Friday, September 13, 2013

#BloodCancerAwarenessMonth Q&A: "I'm in remission! Why am I so depressed?"

Over the years, I've received thousands of emails about Bald in the Land of Big Hair, a memoir about my experience with non-Hodgkin's lymphoma. A cancer diagnosis brings a firestorm of questions, and as a survivor, I can sympathize, but I'm not an expert; many times I just don't have the answers. So this year during Blood Cancer Awareness Month, I've asked Ashley Rodgers (Masters in Rehabilitation and Mental Health Counseling), to respond to some FAQs about the emotional and psychological aspects of the cancer journey. 

Q: Everyone was amazed by my positive attitude during chemo. I worked hard to stay upbeat, and I thought everything would be fine once my remission was confirmed. Instead I feel depressed and more alone than I've ever felt in my life. Why can't I just get back to normal?

Ashley says:
I understand that you are feeling alone now and might be confused by that since remission is usually imagined with feelings of happiness and relief. But consider this, when you were in treatment, how many people did you work with regularly to stay on top of your health and the effectiveness of treatment? How often do you meet with those medical professionals and supportive connections now?

Often times, patients experience this depressed state after being told they are in remission because they no longer have to go into the hospital or clinic as often, check ups are more spaced out and contact with the doctors is just to see if you have maintained the status of your last visit. It is less intense, and therefore you feel neglected and alone. This is normal. Your social support network has changed dramatically, so you must now change with it and find your “new normal.” One way to do that is to focus on rebuilding your social support network. Here are some ways to do that:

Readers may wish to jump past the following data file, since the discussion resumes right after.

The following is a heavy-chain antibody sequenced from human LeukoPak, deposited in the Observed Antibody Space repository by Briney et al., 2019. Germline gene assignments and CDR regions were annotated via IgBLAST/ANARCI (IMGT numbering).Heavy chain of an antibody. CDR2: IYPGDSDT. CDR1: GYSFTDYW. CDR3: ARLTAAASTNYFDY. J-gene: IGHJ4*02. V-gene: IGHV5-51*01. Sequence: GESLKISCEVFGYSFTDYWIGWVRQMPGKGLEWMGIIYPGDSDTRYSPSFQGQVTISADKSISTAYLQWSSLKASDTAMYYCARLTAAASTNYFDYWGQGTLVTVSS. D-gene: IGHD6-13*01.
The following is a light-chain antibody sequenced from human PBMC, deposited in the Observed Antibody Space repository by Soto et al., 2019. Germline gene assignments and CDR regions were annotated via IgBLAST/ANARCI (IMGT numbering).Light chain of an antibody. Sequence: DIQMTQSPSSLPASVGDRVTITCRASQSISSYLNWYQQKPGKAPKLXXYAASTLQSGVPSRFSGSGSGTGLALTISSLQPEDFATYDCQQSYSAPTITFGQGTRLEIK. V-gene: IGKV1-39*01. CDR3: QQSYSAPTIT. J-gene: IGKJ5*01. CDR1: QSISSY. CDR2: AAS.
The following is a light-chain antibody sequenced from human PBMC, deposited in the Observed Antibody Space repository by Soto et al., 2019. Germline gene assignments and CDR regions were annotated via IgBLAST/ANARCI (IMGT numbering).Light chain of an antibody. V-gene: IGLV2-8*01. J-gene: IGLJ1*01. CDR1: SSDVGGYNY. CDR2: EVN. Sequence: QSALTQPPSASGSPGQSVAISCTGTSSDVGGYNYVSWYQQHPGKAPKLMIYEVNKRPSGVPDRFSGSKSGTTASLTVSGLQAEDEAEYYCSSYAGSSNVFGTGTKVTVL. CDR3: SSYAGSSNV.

Initiate conversation and interaction with your friends and family. They might not be as involved as they were while you were currently undergoing treatment, but that does not necessarily mean they do not want to still be involved now. They might be under the impression that now that you are “better” you do not need them as much. Reach out to them and reconnect. Let them know you still need their support as you move forward as a survivor.

Join a survivors support group. This could be group therapy or an activities group full of members that have gone through a similar experience. Both are helpful in different ways. Group therapy helps you process what you went through and are now experiencing with the added bonus of others in the room that are sharing the same stories. An activities group helps you make new connections with people who understand your situation personally, not just as an onlooker or caregiver. These could be friendships that last a lifetime.

Volunteer to give back. Find an organization that helps patients and survivors. Do for others. This helps you feel good about what you are doing because the organization you are helping will continue to help others beyond your ability. This connects to you because you are able to help propel that reach by donating your time and effort. You will be helping others that went through or are still going through what you experienced.

You may be feeling low now, but know that you just need to adjust to a new normal. Take control of what that new normal is by deciding who to reconnect with, where to volunteer, what group to join or whoever else you want to include in your new life.

For more on “getting back to normal” after remission, check out this article on the Baylor website: "I'm in Remission. Now What?"

We welcome your questions and comments.

*No part of this blog or the book Bald in the Land of Big Hair should be misconstrued as or substituted for medical advice.

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